There are different kinds of travel cards, most of which can and should be purchased in advance via the Internet.
MakeMyDay, a British tourist service, had arranged for us to experience dining and drinking pleasures in various restaurants, and cocktail bars – not an easy thing for this writer who keeps kosher, but many London eateries have vegan and vegetarian dishes on the menu – and there was sufficient variety to make dining an interesting experience – more so for other members of the group who had no dietary restrictions, and for the most part were more than satisfied.
Only someone who has no money can go hungry in London. There are eateries everywhere to suit every taste and pocket plus nicely presented pre-packaged sandwiches, pastries and full ready-made meals – not all of which have to be heated – in every supermarket and convenience store.
The first restaurant in which we ate lunch was the Swan, which is part of Shakespeare’s Globe Theater on the bank of the Thames. It’s quite common to come out and find people in costume having a smoke.
Somewhat more sophisticated and infinitely larger was the evening meal at Bob Bob Cité in the Leadenhall Skyscraper building. This is an immensely huge upmarket restaurant with lots of different sized private alcoves as well as several private dining rooms. It’s a French-style brasserie whose chef Eric Chavot enjoys culinary stardom. My avocado salad was delicious and slightly sweet like the one I make myself.
Bob Bob Cité, which is owned by a Russian billionaire, opened only last May after five years of construction and special-detail décor at a total cost of £25 million. It boasts the largest champagne list in the UK.
Following our Notting Hill tour, we had been scheduled to dine at Ottolenghi’s Deli for a taste of home, but the store is small and is very crowded, so we opted not to stay, even though most of what was on display was vegan and typically Mediterranean.
Instead, one of our number who is very familiar with London took us to Cote Brassiere after walking past several other well-patronized restaurants. There were various salads on the menu. Both the spinach and the tomato salads were excellent. My colleagues were equally enamored with their meat and fish choices.
We decided to skip the pre-theater dinner at Kerridge’s Bar and Grill in the swanky Corinthia Hotel in the theater district, because we realized we would be late to an ultra-modern multi-racial production of Cyrano de Bergerac at the Playhouse Theater, and instead went there after the play. There were two menus, one of which was vegan, and the pumpkin soup was sheer heaven.
One of our group who had done her own thing during the day had been scheduled to join us at the theater, but was unaware that the NATO summit was taking place in London at the same time and her Uber taxi driver was equally ignorant of the fact. It should have taken at most ten minutes to get to the theater from the hotel, but so many roads were closed that after more than an hour of driving and being stuck in traffic, he took her back to the starting point and she missed seeing the play. That episode cost her £55.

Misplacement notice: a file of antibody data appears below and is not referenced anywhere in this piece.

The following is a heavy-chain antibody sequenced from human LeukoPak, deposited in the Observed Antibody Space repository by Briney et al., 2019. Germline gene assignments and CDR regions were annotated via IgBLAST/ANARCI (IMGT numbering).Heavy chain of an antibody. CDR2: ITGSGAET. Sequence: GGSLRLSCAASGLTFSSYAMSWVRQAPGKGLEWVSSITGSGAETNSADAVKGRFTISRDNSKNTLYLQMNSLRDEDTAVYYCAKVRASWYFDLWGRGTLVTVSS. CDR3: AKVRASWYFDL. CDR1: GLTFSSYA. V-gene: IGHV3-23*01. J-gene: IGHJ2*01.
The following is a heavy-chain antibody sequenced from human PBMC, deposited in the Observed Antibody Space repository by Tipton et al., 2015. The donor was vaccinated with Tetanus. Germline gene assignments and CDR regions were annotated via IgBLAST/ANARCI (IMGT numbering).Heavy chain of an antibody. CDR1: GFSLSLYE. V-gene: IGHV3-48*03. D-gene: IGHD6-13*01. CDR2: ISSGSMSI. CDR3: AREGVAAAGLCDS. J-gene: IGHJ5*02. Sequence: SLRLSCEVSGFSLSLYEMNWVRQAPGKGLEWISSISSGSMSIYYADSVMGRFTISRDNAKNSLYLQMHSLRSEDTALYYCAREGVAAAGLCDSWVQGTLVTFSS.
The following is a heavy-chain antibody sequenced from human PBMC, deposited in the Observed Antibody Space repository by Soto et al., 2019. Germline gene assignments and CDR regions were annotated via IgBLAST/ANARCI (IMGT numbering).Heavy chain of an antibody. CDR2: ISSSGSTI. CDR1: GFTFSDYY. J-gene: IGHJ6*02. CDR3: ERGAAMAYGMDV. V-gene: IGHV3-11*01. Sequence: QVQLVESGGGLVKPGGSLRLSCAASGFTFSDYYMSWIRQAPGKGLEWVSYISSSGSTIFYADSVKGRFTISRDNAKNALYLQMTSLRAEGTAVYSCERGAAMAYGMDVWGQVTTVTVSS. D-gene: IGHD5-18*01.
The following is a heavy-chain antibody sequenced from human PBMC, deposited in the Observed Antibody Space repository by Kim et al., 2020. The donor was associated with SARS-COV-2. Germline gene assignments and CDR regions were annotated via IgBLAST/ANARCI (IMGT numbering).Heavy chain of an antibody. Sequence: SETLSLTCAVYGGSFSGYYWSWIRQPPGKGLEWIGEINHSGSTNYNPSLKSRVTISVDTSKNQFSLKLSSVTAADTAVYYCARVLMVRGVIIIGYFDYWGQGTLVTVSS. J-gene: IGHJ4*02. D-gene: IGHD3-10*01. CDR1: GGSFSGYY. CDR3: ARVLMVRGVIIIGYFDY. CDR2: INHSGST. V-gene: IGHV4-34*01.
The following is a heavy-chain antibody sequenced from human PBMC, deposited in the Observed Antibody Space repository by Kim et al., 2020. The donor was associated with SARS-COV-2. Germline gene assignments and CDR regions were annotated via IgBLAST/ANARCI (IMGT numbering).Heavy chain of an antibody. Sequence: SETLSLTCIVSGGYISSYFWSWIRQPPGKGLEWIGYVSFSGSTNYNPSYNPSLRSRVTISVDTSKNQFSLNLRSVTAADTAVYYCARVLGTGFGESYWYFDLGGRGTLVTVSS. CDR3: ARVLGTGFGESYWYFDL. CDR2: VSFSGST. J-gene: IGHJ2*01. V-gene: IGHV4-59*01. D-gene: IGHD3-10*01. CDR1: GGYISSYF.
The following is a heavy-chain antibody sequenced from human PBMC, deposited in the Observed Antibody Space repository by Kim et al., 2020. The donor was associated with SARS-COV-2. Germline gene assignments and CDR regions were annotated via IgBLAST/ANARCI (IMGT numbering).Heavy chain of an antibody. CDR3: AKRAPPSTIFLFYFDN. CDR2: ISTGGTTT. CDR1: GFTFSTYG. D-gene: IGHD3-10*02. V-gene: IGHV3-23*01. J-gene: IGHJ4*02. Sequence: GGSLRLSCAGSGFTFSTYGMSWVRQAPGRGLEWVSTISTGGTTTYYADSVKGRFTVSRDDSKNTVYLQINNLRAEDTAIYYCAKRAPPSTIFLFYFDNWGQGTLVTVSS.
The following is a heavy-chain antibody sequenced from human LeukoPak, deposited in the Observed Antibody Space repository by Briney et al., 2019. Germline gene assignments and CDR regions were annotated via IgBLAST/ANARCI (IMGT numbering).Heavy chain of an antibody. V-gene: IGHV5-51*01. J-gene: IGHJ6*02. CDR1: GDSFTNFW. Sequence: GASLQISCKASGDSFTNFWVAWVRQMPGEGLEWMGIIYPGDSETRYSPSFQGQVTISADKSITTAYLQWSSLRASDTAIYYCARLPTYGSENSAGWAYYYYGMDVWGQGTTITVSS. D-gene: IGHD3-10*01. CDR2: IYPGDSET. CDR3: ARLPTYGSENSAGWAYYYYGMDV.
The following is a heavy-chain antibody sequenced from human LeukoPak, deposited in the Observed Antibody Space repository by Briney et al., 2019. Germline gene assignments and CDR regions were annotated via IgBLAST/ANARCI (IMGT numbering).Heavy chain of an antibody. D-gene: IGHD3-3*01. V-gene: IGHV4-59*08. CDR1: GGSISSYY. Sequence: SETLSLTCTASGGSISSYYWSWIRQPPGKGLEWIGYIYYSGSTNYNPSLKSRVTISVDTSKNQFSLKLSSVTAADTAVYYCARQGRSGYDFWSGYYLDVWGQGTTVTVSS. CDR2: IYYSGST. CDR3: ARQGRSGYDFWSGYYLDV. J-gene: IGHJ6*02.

On the following night, we went to the Gong Bar on the 52nd floor of the fabulous Shangri-la luxury hotel. We had to change elevators at a certain point, which gave us the opportunity to see the impressive public area. The Gong Bar is the highest in London or Western Europe for that matter, and the view from the windows is breath-taking, especially at night.
Earlier in the day, we had taken a river boat from Westminster to Tower Bridge, had alighted at the pier, and then walked around the London Borough Market with its many gourmet foods, some straight from the farm, and happily right in the middle of the market a vegan take-away. As a matter of fact almost everything in the market is take-away and people were walking and eating out of small rectangular boxes of varied cuisine.
On one side, the exit from the market emerges near the Shard, a 95 story glass tower near London Bridge which is also where the Shangri-la is located.
We also went along the colorful walkway between Tower Bridge and London Bridge.
On the morning of our last day some of us went to the Tate Gallery which was within five minutes’ walk of our hotel. One of its key donors is Len Blavatnik, who is also a major donor to causes in Israel. Here too, we kept going up and down the stairs, but the London skyline view from the 10th floor was worth the effort.
The rest of our day was spent traveling to BA headquarters, seeing the Learning Academy visiting the British Airways Heritage Museum and meeting BA Chief Executive Alex Cruz.
The training procedures and simulated facilities, which are also used by El Al and other airlines, were quite fascinating and the Heritage Museum which is run on a voluntary basis by BA retirees was a wonderfully easy way to learn the history of air travel, and how it has changed in the period of a century. Jim Davies, who showed us around and who is a walking encyclopedia about airplanes, air travel and famous people, who have traveled on BA told us that the highlight of his career was escorting the queen last May.
Considering its more profitable destinations, we asked Cruz whether it was worthwhile for BA to continue on the London-Tel Aviv route.
He replied that pilots from both countries have a special relationship because BA’s pilots – like El Al’s pilots – are former Air Force pilots. “Tel Aviv is a good stable route that will always be there,” he said.
The writer was a guest of British Airways.